Finding answers to the problems identified in the latest leaks on Facebook will be a complex process

So what have we learned from the latest discovery of internal Facebook documents and research?

Well, not much, really. Former Facebook engineer Frances Haugen posted an initial set of internal reports from the Social Network last month, highlighting a variety of issues, including his struggle in handling vaccine content, the harmful effects of algorithm changes and the negative effects of Instagram on mental health. on teenagers.

Haugen released another series of reports this week, in coordinated work with various major publications, which expand on these initial claims and add more details on various aspects. And it’s all interesting, no doubt, it all sheds light on what Facebook knows about its systems and how they can sow divisions and anxiety, and their wider social impact. But the findings also largely underscore what we already knew or suspected. That Facebook’s lack of support in the local language has led to increased harm in some regions, that its network is used for criminal activities, including human trafficking, and that Facebook may have given priority to growth over security in some decisions.

All of this was widely known, but the fact that Facebook also knows, and that its own research confirms this, is significant and will lead to a whole new set of actions being taken against the social network, in various forms.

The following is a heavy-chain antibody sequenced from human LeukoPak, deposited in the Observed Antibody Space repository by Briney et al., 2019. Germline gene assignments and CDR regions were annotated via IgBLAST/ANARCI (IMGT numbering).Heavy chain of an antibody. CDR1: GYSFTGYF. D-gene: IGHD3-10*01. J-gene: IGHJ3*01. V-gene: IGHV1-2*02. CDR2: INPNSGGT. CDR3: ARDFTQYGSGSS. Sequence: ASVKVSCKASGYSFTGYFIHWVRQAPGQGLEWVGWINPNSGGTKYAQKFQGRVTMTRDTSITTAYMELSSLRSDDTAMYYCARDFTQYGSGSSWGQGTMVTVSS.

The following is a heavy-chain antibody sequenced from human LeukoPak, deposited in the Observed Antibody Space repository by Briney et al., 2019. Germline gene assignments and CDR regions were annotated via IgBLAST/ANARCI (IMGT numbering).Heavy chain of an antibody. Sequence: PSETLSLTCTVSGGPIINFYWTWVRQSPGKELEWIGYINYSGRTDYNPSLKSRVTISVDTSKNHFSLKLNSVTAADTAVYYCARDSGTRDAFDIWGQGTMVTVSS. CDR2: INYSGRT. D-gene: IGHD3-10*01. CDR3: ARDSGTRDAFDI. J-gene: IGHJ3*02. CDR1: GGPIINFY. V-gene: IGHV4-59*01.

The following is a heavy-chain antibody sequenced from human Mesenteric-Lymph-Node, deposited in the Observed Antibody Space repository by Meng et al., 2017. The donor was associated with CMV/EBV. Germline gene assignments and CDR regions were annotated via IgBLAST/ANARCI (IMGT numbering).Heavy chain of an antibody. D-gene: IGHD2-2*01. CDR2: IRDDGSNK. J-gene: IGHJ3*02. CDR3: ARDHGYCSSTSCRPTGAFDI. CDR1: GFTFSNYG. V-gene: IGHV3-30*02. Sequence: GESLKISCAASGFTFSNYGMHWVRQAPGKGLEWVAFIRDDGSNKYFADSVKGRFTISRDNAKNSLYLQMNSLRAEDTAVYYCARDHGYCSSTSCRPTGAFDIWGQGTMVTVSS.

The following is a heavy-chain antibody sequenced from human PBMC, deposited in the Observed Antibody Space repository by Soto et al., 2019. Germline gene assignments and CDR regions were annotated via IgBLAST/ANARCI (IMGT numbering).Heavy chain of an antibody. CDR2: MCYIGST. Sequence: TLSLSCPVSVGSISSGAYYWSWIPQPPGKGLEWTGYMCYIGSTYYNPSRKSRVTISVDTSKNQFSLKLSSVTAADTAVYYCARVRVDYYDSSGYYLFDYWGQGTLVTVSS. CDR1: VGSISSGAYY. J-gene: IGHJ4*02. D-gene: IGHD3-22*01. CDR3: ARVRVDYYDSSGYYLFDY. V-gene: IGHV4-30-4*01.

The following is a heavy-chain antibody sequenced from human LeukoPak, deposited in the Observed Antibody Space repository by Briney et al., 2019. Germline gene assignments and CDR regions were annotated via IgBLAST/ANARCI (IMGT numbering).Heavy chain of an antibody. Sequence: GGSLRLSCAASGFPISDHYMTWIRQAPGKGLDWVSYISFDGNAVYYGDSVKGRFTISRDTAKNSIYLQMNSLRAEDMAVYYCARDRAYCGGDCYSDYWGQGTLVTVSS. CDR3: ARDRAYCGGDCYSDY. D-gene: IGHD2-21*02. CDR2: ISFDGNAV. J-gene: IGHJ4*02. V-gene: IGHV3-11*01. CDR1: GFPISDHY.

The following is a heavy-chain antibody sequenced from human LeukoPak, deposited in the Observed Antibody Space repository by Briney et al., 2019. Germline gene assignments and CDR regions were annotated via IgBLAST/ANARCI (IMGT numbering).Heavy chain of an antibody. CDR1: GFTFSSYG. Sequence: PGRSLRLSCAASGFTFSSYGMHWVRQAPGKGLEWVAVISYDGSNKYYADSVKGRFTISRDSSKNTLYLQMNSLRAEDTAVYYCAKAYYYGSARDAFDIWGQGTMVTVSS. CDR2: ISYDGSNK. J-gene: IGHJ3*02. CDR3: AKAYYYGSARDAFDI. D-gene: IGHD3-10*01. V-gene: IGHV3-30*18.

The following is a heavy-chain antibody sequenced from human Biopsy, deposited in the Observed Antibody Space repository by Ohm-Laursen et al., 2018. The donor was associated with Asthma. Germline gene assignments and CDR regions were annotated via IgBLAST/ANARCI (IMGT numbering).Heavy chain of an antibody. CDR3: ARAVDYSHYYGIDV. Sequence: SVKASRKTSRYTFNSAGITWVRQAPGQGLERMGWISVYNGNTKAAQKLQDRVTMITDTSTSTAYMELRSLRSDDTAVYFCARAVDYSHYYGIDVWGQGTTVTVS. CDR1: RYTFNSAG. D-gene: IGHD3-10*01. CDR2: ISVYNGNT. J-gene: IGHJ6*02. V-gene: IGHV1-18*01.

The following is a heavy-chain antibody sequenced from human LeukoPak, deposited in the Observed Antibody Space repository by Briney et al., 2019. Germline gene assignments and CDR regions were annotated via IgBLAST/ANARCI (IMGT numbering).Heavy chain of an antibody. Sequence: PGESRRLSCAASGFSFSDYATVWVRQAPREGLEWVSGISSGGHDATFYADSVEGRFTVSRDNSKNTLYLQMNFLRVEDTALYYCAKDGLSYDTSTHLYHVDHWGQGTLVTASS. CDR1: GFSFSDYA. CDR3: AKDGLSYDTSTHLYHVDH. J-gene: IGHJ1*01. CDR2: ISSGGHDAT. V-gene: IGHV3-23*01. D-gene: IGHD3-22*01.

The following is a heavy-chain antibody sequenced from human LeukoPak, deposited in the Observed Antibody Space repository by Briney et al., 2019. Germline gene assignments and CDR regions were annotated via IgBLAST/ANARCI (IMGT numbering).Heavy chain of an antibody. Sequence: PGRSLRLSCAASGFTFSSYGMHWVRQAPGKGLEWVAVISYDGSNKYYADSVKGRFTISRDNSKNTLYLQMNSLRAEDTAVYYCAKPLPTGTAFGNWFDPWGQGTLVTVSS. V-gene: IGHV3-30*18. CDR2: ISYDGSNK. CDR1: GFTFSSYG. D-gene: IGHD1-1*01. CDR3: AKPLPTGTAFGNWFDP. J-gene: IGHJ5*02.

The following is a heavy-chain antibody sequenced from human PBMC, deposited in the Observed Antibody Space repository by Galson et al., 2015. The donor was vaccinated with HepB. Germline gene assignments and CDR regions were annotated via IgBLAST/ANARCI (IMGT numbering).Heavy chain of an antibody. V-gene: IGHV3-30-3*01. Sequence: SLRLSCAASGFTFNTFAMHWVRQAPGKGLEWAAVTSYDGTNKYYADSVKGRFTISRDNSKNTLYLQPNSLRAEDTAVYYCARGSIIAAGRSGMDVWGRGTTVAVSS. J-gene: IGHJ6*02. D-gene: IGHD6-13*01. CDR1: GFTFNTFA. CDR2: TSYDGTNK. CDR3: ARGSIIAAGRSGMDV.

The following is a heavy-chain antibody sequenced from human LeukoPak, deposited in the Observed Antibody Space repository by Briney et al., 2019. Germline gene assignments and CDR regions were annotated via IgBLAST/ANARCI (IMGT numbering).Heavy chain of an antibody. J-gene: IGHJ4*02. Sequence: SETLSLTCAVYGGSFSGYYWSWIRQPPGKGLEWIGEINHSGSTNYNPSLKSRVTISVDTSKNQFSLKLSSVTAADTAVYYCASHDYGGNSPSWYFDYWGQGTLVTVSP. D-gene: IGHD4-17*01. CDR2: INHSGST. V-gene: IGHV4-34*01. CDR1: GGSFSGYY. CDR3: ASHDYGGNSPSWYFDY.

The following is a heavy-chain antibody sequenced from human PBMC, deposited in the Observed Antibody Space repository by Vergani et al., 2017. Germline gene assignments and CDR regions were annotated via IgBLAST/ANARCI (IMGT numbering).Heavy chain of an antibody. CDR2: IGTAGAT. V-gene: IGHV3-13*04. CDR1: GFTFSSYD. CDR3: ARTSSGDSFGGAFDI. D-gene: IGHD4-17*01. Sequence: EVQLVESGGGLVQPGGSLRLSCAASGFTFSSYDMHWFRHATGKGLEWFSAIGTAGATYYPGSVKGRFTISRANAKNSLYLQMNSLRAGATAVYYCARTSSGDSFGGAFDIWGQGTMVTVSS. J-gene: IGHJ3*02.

But there are some other valuable notes that we were unaware of, and which are hidden among thousands of pages of internal research insights.

One key element, highlighted by journalist Alex Kantrowitz, relates in particular to the controversial News Feed algorithm and how Facebook has worked to balance concerns with increasing content through various experiments.

The main solution that Haugen pushed out in her first speech at the congress about the leak of Facebook files is that social networks should be forced to completely stop using engagement-based algorithms, through reforms of the law from Article 230, which, in Haugen’s opinion, would change the incentives for engaging social platforms and reduce the damage caused by their systems.